Full disclosure: I find “Two and a Half Men” to be one of the more intolerable shows on television, so I can’t say that I’m terribly upset the show has been put on indefinite hiatus following Charlie Sheen’s epic, ongoing meltdown. Oh yes, ongoing! Charlie apparently didn’t get everything off his chest when he called in to “The Alex Jones Show” on Thursday, so he gave Pat O’Brien’s radio show a ring yesterday and dropped a load there as well. (A fitting choice, as O’Brien — back when he was a host on “Access Hollywood” — was famously busted on tape saying “Let’s hire a hooker, let’s get some coke.” So, you know, they share some common interests.) Read some of the more coo-coo bananas quotes — with guest appearances by Eminem, sandwiches, and hand jobs! — after the jump… Keep reading »
You’re probably asking yourself: “How the hell is it possible to get high digitally?” Well, you know those ecstasy-hungry and internet-savvy teens are always looking for the next big high. And apparently, one only needs a set of headphones, an MP3 player, and an internet connection to experience “i-dosing,” which involves purchasing “digital drugs” from a dealer on a website. Keep reading »
A dominatrix: all of us know what one is. But let’s be honest: few of us actually know a woman who earns her living as one (that we’re aware of, anyway). But you’ll become, ahem, intimately familiar with one after reading the recently published book, Whip Smart: A Memoir, by Melissa Febos.
Febos, who nowadays teaches writing and literature at SUNY Purchase College in New York, was just a college student looking to earn extra cash at a Manhattan dungeon. But surprisingly, something about domme-ing men for money appealed to her. Febos — who was also busy acquiring, and then kicking, a heroin addiction — spat, spanked and insulted her way through clients for a whole four years before she left the dominatrix life for good.
I spoke with Febos about what initially drew her to sex work, how she broke the news to mom and dad that she was a dominatrix (yes, they knew!), and what she did with all those kinky clothes when she finally hung up her whip. Keep reading »
I used to watch A&E’s addiction series, “Intervention,” religiously. After a while, though, I couldn’t take it anymore. I appreciate the struggles of addiction, but the stories are so often so heartbreaking. Watching people in the throes of intense addiction is agonizing. Every once in a while, though, I tune in again. This Monday, I watched an episode featuring Ashley, whose drug-addicted mother handed her over to her aunt and uncle when she was a child. She became addicted to black tar heroin and Xanax after her grandfather died. Unfortunately, that wasn’t the worst of it.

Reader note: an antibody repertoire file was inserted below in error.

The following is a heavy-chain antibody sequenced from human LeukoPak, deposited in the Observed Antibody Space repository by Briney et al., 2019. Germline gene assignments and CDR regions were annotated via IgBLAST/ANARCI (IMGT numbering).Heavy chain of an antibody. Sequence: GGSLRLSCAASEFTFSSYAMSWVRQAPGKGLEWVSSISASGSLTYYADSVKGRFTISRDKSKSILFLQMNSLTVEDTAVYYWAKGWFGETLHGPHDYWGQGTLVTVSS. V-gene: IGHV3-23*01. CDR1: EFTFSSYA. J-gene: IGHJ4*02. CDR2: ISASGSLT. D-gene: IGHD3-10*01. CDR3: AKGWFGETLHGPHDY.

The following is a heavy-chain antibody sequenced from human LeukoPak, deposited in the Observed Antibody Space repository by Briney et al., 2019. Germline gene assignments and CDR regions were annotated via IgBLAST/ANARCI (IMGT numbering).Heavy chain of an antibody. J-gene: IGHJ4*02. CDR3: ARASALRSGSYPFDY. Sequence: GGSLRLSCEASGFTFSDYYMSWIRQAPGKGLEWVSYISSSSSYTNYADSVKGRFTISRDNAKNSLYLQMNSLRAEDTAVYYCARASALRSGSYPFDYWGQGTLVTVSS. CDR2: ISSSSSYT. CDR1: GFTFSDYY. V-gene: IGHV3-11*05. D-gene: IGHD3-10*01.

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About a year ago, I was sitting at my desk at The Frisky when an email from my mother popped up. She was writing to tell me that my brother had checked himself into a rehab facility because he had started using drugs again. He had strained his back at his job, but didn’t tell his doctor about his past history of heroin and OxyContin addiction when he asked for a painkiller prescription. So he started taking Vicodin. And when he became addicted to the painkillers, he hid his drug use from his girlfriend. When she overheard him buying drugs on the phone, she kicked him out. But he did even more heavy drugs another night after that, and he woke up the next day realizing he’d hit “rock bottom” again. So my brother did another stint in rehab and when he checked out a month later, we watched warily, worried. But he lives in another state and, by choice, I hardly ever see him. Judging by the few holidays where I do see him, I assumed he was sober. Keep reading »
, Jodie Sweetin
‘s book about her drug addiction and recovery, officially hits bookstores tomorrow, and the former “Full House” star spoke to Matt Lauer on “Today” this morning. As we know from reading an excerpt
from the book, Jodie was still using when she began touring the country, warning college students about the dangers of using drugs. The day before she caught a flight to speak to students at Marquette University, she had partied for hours, drinking alcohol and using ecstasy and cocaine. She even bought some coke, which she hid in her makeup compact, on the flight. Keep reading »
A controversial group called Project Prevention in Knoxville, Tennessee is paying drug addicts and alcoholics not to get pregnant. The group is traveling across the United States this summer in an RV, offering addicts $300 to be sterilized, or $300 per year each year they go on long-term birth control. [WATE.com]
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